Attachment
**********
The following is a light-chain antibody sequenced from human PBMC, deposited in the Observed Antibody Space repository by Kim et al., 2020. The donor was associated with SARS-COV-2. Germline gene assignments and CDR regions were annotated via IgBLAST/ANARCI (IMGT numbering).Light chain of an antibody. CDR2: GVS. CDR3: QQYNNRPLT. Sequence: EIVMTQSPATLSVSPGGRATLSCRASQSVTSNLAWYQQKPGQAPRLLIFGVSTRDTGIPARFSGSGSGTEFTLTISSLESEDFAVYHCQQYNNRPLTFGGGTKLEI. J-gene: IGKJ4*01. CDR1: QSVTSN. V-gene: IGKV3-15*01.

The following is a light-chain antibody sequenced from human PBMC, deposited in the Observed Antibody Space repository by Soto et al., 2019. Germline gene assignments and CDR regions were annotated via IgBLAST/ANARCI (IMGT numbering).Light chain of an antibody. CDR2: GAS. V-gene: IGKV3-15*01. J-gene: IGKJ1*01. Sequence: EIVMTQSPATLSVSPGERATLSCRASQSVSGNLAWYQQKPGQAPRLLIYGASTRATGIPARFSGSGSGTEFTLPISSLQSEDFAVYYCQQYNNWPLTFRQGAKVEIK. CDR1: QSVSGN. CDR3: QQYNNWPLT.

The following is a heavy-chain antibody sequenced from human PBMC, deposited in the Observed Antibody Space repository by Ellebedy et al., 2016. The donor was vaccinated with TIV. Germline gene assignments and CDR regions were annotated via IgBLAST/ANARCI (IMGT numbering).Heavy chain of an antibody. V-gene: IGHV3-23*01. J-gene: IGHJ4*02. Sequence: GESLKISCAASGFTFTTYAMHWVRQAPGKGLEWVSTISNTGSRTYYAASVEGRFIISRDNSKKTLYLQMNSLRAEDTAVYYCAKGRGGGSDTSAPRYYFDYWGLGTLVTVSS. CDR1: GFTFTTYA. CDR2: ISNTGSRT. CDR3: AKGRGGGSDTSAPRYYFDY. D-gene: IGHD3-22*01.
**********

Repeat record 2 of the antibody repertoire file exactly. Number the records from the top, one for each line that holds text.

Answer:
The following is a light-chain antibody sequenced from human PBMC, deposited in the Observed Antibody Space repository by Soto et al., 2019. Germline gene assignments and CDR regions were annotated via IgBLAST/ANARCI (IMGT numbering).Light chain of an antibody. CDR2: GAS. V-gene: IGKV3-15*01. J-gene: IGKJ1*01. Sequence: EIVMTQSPATLSVSPGERATLSCRASQSVSGNLAWYQQKPGQAPRLLIYGASTRATGIPARFSGSGSGTEFTLPISSLQSEDFAVYYCQQYNNWPLTFRQGAKVEIK. CDR1: QSVSGN. CDR3: QQYNNWPLT.